Gan Dafna

Zach Pekarsky

Ari Ofengenden
Representations of the Arab Israeli Conflict
September 28, 2010
Otto Preminger’s Exodus featuring Paul Newman—one of the most famous films regarding Israeli history—has educated thousands of Americans regarding the formation of the State of Israel and the different forces involved, both diplomatically and militarily, such as the Etzel (a Revisionist Zionist military force), the Haganah (a left-wing military force affiliated with the kibbutzim), the British Empire, the UN, the Arab population, and the kibbutzim. Analysis of the communities depicted by Preminger in the Jezreel Valley, Abu Yesha and Gan Dafna, and the relationship between them enable the audience to better understand the film and its portrayals.
Firstly, let’s examine the community less central to the plot, Abu Yesha, the Arab town outside Gan Dafna and Exodus’ representation of the Arab population within Palestine.   Barak Ben-Canaan, founder of Gan Dafna, claims to have received the land as a donation for the youth village from the Mukhtar of Abu Yesha. Thus, the Mukhtar demonstrates a gracious acceptance of the Jewish pioneers from Europe, welcoming them into the valley as peaceful partners coming to live as neighbors in harmony. Although some Arab populations may have perceived the Jews in this manner, it is disingenuous to show this behavior as representative of the whole Arab population, most of whom viewed the Eastern-European Jewish immigrants with almost the exact opposite perspective (Ofengenden).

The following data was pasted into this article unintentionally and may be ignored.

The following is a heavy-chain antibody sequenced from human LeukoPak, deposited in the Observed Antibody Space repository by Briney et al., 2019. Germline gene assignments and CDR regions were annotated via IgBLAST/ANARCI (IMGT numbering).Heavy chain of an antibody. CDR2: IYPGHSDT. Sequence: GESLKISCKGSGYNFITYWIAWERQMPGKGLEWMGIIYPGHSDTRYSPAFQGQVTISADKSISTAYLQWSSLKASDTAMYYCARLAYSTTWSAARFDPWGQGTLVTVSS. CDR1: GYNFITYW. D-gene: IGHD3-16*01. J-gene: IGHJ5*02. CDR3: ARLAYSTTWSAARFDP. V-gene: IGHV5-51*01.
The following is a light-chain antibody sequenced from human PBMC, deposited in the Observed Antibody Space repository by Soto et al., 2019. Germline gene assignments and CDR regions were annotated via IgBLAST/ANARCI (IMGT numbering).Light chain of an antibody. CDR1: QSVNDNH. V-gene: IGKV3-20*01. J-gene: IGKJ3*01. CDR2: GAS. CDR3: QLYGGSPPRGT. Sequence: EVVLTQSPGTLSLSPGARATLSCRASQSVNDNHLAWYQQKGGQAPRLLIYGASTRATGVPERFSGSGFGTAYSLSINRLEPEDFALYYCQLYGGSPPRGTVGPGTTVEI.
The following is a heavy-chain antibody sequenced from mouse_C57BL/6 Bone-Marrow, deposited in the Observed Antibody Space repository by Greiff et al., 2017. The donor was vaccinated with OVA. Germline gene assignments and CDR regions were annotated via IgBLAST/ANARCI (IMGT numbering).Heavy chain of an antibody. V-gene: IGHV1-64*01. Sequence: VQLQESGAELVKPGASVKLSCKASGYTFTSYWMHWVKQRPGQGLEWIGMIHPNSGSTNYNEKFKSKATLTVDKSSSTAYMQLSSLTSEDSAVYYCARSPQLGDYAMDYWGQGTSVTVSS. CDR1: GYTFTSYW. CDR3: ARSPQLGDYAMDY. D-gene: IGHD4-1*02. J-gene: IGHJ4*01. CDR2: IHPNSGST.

The vast majority of the Arab population understood to the Jewish pioneers in the context of the Napoleonic Wars and the subsequent influence of colonial powers, particularly the United Kingdom and France (Ofengenden). To them, the Jewish waves of immigration only furthered the region’s colonization at the hands of Europe (Ofengenden). Already pressured to conform to Western norms regarding culture, technology, and societal organization, the Arab population...